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Interviews, SXSW 2020

SXSW 2020 Preview – Interview: John Alan Simon Talks “Out of the Blue” 4K Restoration, & the Genius of Dennis Hopper

By: Curtis Sindrey –

John Alan Simon.

Dennis Hopper’s 1980s masterpiece Out of the Blue has been given the 4K restoration treatment and will be screened at this year’s SXSW. Discovery Productions, Inc. (John Alan Simon and Elizabeth Karr) finished the 4K digital restoration in August 2019, and have since organized a successful Kickstarter helped fund the project.

Simon and Karr undertook the project to preserve Hopper’s landmark film and to make it available to new audiences. Previously in 2008, Discovery completed a 35 mm restoration of the film’s negative and struck two new 35mm prints, funded with support from Cinémathèque Française and Thomson Film & TV Heritage Fund. These are the only two prints of the movie in existence – Discovery’s U.S. print and the print given by Discovery to the Cinémathèque for the premiere event in their month-long Dennis Hopper retrospective in 2008 – attended by Dennis Hopper less than two years before his death in 2010.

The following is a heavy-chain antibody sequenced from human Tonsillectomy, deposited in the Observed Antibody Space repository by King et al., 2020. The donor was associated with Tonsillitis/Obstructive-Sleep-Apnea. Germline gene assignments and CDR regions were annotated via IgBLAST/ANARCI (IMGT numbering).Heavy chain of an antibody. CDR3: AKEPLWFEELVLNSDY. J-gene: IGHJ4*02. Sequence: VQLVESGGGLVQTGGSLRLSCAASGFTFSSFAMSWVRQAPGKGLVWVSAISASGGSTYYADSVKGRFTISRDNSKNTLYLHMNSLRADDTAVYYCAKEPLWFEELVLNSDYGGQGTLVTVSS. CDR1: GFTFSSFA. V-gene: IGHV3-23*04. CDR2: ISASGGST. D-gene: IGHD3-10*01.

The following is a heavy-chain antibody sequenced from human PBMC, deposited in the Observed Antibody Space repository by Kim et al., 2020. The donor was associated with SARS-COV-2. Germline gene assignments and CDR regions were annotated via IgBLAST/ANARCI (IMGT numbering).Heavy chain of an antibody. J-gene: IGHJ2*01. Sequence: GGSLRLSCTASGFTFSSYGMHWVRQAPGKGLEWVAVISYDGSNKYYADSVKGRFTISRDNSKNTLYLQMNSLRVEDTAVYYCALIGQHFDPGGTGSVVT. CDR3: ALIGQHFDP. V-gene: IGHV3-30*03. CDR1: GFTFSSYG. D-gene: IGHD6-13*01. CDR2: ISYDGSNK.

Because Out of the Blue existed only on 35mm and last century standard-def masters, its audience has been limited to those fortunate enough to see the rare (and irreplaceable) prints at “event” screenings like the Brooklyn Academy of Music, Lincoln Center Film Society, British Film Institute, Cinémathèque Française, Anthology Film Archives, Danish Film Institute, Eastman House and other special bookings at The Roxie, Metrograph and 35mm equipped art house / indie cinemas. What might be the last 35mm screening at the Alamo Drafthouse in Brooklyn quickly sold out in late 2019.

In a new interview, Simon details the 4K restoration process, his close friendship with Dennis Hopper, and more!

In terms of the 4k digital restoration process, what kind of work goes into that?

The main intent is to try to do as great a reproduction of the movie from the original negative as possible. So in terms of the equipment being used, it’s a question of a scanner taking the original negative and scanning frame by frame.

I’m really transferring the image to digitizing it to 4K and then working with it from there. When you’re dealing with a 35 millimeter negative, you’ve got a pretty big area that you’re working with so you’ve got to figure out how you want to matte it. And if there are reasons why you need to adjust the matting of it then you’re really looking at an image that doesn’t have much color because you’re capturing the raw image. So, from that point onward, you’re really dealing with small imperfections like dust, or dirt that may have been embedded in with the image.